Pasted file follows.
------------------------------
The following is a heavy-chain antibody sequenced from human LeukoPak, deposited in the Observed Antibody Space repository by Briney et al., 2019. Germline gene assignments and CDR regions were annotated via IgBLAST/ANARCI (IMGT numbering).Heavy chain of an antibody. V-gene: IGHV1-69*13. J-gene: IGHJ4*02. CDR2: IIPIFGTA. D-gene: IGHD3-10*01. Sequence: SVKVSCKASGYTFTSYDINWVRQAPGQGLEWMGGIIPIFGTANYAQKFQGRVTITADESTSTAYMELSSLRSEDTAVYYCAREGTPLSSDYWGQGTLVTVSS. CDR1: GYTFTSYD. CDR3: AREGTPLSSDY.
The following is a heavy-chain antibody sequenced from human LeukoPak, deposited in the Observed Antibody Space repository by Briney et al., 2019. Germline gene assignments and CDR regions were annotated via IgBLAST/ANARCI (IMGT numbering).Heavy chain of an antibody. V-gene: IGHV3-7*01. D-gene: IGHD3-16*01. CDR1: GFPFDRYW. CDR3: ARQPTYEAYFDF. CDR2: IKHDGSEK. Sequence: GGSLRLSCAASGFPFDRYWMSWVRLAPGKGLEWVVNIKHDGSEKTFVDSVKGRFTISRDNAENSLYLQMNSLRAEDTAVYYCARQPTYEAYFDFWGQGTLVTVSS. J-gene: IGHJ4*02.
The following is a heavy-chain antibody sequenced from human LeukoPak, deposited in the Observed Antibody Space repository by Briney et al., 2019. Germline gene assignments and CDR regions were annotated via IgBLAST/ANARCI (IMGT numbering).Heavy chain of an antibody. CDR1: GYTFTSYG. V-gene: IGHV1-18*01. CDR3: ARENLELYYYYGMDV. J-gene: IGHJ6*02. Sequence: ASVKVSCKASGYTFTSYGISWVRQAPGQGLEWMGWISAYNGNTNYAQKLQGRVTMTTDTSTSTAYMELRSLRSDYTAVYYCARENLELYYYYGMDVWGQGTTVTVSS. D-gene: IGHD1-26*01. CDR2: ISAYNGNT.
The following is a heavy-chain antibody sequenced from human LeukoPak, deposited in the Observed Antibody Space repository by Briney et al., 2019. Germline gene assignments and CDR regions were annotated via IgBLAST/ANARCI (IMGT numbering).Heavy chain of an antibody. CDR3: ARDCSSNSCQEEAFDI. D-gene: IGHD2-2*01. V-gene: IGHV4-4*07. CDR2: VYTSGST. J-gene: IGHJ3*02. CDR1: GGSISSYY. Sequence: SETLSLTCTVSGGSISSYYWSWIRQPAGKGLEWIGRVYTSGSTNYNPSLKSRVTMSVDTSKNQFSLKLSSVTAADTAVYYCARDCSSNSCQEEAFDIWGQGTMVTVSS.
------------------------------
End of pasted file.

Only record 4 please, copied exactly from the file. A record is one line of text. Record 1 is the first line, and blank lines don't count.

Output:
The following is a heavy-chain antibody sequenced from human LeukoPak, deposited in the Observed Antibody Space repository by Briney et al., 2019. Germline gene assignments and CDR regions were annotated via IgBLAST/ANARCI (IMGT numbering).Heavy chain of an antibody. CDR3: ARDCSSNSCQEEAFDI. D-gene: IGHD2-2*01. V-gene: IGHV4-4*07. CDR2: VYTSGST. J-gene: IGHJ3*02. CDR1: GGSISSYY. Sequence: SETLSLTCTVSGGSISSYYWSWIRQPAGKGLEWIGRVYTSGSTNYNPSLKSRVTMSVDTSKNQFSLKLSSVTAADTAVYYCARDCSSNSCQEEAFDIWGQGTMVTVSS.